These tools for instant communication not only helped to mobilize thousands to marches and events, but also captured police brutality toward the protesters. It was only when images were disseminated of a senior New York City police official pepper-spraying peaceful women protesters, temporarily blinding them, that corporate media began paying attention. The pepper-spraying incident was documented by fellow protesters and uploaded to YouTube—where it was viewed more than 2 million times—then posted on Facebook and tweeted to be shared with the world.
In the age of digital media, anyone with an Internet connection can watch OWS’s General Assembly meeting on the livestream of the Occupy website. They can share an Occupy update on Facebook, or tweet it on Twitter—providing an ongoing venue for people to show support and participate virtually in the protests. One Tumblr site houses the stories of thousands of supporters who share why they are a part of the 99 percent, holding up handwritten signs and telling their stories.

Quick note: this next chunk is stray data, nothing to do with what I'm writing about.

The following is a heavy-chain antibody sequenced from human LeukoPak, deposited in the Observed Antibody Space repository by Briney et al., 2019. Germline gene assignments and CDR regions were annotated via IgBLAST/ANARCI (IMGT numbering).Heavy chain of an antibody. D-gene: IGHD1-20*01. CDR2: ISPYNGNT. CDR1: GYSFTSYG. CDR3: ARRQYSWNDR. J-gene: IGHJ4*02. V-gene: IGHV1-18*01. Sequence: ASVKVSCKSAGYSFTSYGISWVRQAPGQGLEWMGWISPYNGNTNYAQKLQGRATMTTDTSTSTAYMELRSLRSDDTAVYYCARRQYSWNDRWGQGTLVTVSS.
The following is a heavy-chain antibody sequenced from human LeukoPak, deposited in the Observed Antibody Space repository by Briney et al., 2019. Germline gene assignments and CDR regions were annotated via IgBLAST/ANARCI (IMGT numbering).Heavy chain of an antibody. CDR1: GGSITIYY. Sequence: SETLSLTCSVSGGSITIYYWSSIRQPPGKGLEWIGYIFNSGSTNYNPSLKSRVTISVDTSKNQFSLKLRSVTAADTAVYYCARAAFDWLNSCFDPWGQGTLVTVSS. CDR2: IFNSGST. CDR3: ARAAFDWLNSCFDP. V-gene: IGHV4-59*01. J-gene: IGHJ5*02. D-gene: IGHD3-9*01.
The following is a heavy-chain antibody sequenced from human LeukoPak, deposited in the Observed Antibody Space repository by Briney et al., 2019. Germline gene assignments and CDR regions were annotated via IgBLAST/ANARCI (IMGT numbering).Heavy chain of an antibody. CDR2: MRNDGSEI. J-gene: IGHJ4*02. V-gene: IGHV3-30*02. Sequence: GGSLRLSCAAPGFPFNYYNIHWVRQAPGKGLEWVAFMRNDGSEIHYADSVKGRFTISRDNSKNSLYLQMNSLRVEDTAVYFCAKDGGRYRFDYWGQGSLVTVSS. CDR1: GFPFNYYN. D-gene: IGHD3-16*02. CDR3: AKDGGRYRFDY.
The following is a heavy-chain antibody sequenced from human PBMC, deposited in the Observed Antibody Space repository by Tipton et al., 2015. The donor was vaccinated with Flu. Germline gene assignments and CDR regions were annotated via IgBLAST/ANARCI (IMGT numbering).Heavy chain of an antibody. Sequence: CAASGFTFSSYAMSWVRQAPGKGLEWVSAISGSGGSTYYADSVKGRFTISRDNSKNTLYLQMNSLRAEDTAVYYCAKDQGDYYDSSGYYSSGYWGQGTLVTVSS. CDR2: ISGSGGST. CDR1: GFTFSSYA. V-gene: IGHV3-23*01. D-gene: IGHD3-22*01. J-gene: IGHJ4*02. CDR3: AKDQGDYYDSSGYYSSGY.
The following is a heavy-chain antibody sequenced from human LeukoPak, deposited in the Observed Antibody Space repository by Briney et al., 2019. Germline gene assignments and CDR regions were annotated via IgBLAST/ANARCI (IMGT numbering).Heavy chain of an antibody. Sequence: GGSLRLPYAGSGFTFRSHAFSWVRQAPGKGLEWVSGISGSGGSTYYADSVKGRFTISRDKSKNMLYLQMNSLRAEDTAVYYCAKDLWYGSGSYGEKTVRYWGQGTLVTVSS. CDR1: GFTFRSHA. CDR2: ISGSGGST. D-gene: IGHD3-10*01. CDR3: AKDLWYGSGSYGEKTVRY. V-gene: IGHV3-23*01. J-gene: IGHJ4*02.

Of course, human, face-to-face interaction and relationship-building is irreplaceable. Social media have helped get people out of their nests and into the streets of Liberty Plaza and elsewhere, to attend a General Assembly or a working group meeting. In New York, the working groups, many of them self-organized, have grown from 10 to over 70, largely through outreach done on the Internet. People in nearly 900 cities formed MeetUp.com groups, using the OccupyTogether.org website as their central hub.
The democratization of media-making tools, particularly an open and unfettered Internet, has made all this possible. Right now, though, this open access is under threat. Network neutrality is the principle that requires Internet service providers to treat all content equally, guaranteeing a level playing field for all websites and Internet technologies.